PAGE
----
Weâ€™re in well-traveled chickflick territory. Grade school teacher and diehard optimist Poppy faces obstacle after obstacle and maintains her preternaturally even keel in Mike Leighâ€™s â€œHappy Go Lucky.â€ Shopaholic Rebecca Bloomwood of Sophie Kinsellaâ€™s wildly popular novels has been transplanted wholesale without ceremony or explanation from London to New York City. (To confuse matters further, Isla Fisher plays the now-Manhattanite. Born in the Middle East to parents from Scotland, she moved later to Australia. This geography- blind casting move only makes sense in an industry that would cast Bridget Jones with Texan RenÃ©e Zellweger.) Two essentially English girls battle it out for this coveted Smackdown crown; both women cruise thirty and meet a man to love. May the best flickchick win.
[singlepic id=1131 w=320 h=240 float=right]
Rebecca Bloomwood is a shopaholic with a dream. This cub journalist with a closet the size of Carrie Bradshawâ€™s (and, not coincidentally, the same costumer) aspires to work at the toniest fashion magazine in the country. Sheâ€™s got the wardrobe down cold; now all she needs is a break. And a windfall. And a handsome prince to provide the glass slipper/green scarf. The film conspires to fulfill her fantasies, a confection of riotous color and designer labels tailor-made for a chickflick audience primed for dumb entertainment masked as social commentary.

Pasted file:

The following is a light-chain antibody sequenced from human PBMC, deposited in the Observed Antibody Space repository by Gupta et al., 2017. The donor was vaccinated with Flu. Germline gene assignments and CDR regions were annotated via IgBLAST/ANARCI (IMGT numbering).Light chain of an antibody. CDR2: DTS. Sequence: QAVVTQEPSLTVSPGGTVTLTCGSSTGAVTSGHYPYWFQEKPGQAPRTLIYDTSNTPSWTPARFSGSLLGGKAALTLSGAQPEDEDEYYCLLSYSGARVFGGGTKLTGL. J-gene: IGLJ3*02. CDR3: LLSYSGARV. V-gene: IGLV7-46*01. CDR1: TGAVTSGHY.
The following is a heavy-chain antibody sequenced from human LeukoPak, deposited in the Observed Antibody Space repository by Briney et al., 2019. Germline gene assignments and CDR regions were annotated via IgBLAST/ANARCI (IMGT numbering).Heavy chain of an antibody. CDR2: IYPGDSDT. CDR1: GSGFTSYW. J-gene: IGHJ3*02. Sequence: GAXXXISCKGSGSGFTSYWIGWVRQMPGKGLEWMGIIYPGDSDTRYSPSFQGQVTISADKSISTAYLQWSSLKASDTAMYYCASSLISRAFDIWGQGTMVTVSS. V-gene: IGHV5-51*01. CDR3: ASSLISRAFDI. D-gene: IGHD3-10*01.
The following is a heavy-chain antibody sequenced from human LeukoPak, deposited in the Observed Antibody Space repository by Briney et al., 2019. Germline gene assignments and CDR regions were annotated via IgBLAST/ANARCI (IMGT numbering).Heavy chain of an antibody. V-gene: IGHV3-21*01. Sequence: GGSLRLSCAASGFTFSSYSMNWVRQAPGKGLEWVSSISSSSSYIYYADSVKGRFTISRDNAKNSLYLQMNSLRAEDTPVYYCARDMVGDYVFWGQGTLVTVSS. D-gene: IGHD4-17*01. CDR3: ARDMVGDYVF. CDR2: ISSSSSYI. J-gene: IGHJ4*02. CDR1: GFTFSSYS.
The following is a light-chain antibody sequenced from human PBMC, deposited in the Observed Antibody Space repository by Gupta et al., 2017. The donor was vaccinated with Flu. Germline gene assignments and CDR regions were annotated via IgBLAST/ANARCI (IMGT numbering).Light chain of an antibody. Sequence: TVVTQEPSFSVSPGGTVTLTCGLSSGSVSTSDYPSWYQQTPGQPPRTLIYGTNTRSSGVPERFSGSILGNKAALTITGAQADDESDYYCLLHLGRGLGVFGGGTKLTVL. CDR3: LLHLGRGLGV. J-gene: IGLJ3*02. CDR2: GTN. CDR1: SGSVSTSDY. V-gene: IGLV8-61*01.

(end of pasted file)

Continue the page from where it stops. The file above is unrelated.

[singlepic id=1132 w=320 h=240 float=right]
The Defending Champion
Mike Leighâ€™s terrific â€œHappy-Go-Luckyâ€ came and went in the fall without even reaching many of Americaâ€™s far-flung multiplexes; its DVD release is scheduled for March 10 which is our universal good fortune. Sally Hawkins made something of an indie splash, scoring a Golden Globe for her breakout performance and mysteriously missing out on an Oscar nod. (Maybe Hollywood didnâ€™t like her speech. Or her dress. Or only had one indie slot and wanted to stay local with Melissa Leo. Who knows?) Thirty year old Poppy teaches in a North London neighborhood school and lives with her best friend Zoe. She takes a flamenco class or two, she gets romantically involved with a man she meets through her work. She visits her pregnant sister and the estranged father of one of her students. She takes driving lessons from a very troubled man played by Eddie Marsan, a man as miserable and angry as Poppy is accepting and relentlessly cheerful. Poppy blithely glides onscreen and holds its center for the filmâ€™s two hour run; her unceasing optimism is by turns exasperating and exhilarating to behold.